ISSN (Print) - 0012-9976 | ISSN (Online) - 2349-8846

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From 50 Years Ago: Tibet, China and India.

Editorial from Volume XI, No 16, April 18, 1959.

There has in recent weeks been a flood of ill-informed and ill-considered criticism of the official Indian stand in relation to Tibet. Critics have roundly denounced Nehru for weakness, equivocation and double-thinking. In doing so, they could scarcely have reflected on the implications of their accusations. After all, what is it that they expect India to do? Do they seriously expect Nehru to send the Indian armed forces to Lhasa and force the Chinese back? Do they seriously believe that any threat of that sort by India would quickly bring the Chinese to their knees? Or do they seriously advise that we should break off our relations with China, or denounce China in terms which would lead to such a break-off, or at the very least completely ruin our chances of ever mediating in the dispute to the advantage of both Tibet and China?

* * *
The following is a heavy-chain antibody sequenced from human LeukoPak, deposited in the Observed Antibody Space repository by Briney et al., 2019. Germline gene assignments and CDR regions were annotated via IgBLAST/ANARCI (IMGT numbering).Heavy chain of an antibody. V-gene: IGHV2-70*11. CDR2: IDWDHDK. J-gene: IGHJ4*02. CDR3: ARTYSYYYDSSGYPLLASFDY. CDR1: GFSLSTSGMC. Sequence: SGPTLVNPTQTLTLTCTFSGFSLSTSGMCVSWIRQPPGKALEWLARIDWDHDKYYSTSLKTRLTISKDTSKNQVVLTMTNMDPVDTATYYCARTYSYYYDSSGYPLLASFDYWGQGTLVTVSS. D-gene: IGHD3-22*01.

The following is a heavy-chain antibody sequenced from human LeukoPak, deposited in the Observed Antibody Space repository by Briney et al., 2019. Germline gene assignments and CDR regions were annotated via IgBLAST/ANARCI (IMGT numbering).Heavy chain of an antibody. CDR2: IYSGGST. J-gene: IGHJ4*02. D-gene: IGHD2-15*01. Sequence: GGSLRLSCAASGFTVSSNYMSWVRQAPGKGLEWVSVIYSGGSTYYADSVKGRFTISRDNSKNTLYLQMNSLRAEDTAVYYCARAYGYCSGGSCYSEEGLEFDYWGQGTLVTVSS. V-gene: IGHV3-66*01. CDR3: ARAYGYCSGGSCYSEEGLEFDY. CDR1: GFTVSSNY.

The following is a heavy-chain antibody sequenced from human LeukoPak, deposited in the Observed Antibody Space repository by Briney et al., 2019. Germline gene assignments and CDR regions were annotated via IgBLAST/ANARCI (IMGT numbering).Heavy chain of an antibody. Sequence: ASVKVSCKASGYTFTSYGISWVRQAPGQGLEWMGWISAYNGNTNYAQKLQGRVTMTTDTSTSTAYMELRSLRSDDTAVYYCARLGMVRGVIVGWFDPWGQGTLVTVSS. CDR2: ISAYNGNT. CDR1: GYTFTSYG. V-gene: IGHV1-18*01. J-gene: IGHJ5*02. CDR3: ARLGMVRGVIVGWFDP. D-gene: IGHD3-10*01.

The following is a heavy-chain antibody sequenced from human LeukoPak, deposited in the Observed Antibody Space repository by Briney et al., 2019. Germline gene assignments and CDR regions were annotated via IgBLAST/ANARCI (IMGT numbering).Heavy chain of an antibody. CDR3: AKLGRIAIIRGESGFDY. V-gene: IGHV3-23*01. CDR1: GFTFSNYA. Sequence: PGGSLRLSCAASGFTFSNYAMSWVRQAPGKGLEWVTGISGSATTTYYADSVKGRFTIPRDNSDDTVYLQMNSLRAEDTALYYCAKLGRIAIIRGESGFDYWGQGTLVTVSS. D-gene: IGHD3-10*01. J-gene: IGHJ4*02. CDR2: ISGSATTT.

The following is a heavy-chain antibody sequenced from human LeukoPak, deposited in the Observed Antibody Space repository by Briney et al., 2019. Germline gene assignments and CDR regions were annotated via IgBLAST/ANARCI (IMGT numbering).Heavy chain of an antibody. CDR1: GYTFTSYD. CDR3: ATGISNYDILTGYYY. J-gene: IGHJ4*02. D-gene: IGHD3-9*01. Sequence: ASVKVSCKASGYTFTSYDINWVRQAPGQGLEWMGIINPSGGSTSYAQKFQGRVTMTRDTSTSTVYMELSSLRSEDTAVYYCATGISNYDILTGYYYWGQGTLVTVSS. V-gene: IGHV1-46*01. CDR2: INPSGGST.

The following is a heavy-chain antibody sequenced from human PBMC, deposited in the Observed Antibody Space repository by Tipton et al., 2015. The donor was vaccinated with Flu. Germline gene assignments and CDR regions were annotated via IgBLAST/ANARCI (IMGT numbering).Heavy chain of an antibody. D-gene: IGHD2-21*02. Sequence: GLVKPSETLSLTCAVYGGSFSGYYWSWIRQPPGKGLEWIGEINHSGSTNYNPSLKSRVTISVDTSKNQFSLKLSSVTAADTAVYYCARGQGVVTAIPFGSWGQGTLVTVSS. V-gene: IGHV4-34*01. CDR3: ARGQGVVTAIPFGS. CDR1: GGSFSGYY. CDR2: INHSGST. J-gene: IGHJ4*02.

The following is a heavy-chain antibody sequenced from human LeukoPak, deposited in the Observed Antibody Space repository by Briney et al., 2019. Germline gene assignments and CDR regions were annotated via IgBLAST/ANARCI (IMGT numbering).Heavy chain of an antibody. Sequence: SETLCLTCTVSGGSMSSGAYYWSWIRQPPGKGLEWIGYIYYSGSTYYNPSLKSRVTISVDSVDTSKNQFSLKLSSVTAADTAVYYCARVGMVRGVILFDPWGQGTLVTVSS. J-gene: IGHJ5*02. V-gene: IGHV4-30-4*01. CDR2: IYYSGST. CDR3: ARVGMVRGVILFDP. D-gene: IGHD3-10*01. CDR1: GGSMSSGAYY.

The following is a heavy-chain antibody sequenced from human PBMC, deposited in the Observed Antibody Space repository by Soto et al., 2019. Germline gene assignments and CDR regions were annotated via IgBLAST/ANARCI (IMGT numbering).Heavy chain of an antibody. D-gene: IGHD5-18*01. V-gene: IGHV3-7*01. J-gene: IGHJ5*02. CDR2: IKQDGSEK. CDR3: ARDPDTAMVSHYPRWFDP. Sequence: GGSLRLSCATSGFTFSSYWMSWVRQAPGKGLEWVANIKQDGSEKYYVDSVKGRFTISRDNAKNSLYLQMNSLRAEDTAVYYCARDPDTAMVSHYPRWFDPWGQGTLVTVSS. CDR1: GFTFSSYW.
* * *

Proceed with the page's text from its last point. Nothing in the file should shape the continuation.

The fact is that Nehru’s attitude has been precisely right. A very easy muddle has been very admirably avoided. We have hospitably and respectfully received the Dalai Lama in our midst – that is our gesture of friendship and sympathy for the rebel Tibetans. They expected us to make him safe, and we have not let them down. We have categorically disap-proved of the assault on Tibetan autonomy – that is our answer to the silly charge of double-think. There has been no attempt on the part of New Delhi to whitewash the fault of the Chinese in this respect. We have repeatedly stressed China’s suzerainty over Tibet, and said again and again that the Tibetans must contin-ue to accept it – that is our gesture of friendliness to the Chinese. No doubt, China would like us to stop our defence of Tibetan autonomy and give up the Dalai Lama to them. No doubt, the Tibetans would like us to denounce the Chinese without reserve and break off with them. But it is neither right nor necessary to fall over completely to one side or the other.

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